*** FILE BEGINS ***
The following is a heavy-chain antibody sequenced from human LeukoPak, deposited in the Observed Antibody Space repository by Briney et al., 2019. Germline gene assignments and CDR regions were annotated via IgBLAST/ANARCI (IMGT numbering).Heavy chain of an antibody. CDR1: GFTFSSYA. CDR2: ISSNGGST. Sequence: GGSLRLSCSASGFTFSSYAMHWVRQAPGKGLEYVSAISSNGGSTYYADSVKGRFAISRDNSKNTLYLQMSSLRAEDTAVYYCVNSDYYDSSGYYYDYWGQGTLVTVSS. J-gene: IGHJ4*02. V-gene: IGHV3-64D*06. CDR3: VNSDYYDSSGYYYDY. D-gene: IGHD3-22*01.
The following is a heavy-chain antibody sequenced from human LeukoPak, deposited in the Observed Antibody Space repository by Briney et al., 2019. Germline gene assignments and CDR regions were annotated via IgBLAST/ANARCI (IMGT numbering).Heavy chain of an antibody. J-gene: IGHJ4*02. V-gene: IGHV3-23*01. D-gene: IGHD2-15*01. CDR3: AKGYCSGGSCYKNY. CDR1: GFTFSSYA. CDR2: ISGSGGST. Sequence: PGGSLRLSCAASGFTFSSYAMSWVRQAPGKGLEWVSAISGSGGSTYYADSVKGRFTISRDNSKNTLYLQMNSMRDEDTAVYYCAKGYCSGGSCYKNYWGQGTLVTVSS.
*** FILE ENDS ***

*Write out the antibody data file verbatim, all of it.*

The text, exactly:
The following is a heavy-chain antibody sequenced from human LeukoPak, deposited in the Observed Antibody Space repository by Briney et al., 2019. Germline gene assignments and CDR regions were annotated via IgBLAST/ANARCI (IMGT numbering).Heavy chain of an antibody. CDR1: GFTFSSYA. CDR2: ISSNGGST. Sequence: GGSLRLSCSASGFTFSSYAMHWVRQAPGKGLEYVSAISSNGGSTYYADSVKGRFAISRDNSKNTLYLQMSSLRAEDTAVYYCVNSDYYDSSGYYYDYWGQGTLVTVSS. J-gene: IGHJ4*02. V-gene: IGHV3-64D*06. CDR3: VNSDYYDSSGYYYDY. D-gene: IGHD3-22*01.
The following is a heavy-chain antibody sequenced from human LeukoPak, deposited in the Observed Antibody Space repository by Briney et al., 2019. Germline gene assignments and CDR regions were annotated via IgBLAST/ANARCI (IMGT numbering).Heavy chain of an antibody. J-gene: IGHJ4*02. V-gene: IGHV3-23*01. D-gene: IGHD2-15*01. CDR3: AKGYCSGGSCYKNY. CDR1: GFTFSSYA. CDR2: ISGSGGST. Sequence: PGGSLRLSCAASGFTFSSYAMSWVRQAPGKGLEWVSAISGSGGSTYYADSVKGRFTISRDNSKNTLYLQMNSMRDEDTAVYYCAKGYCSGGSCYKNYWGQGTLVTVSS.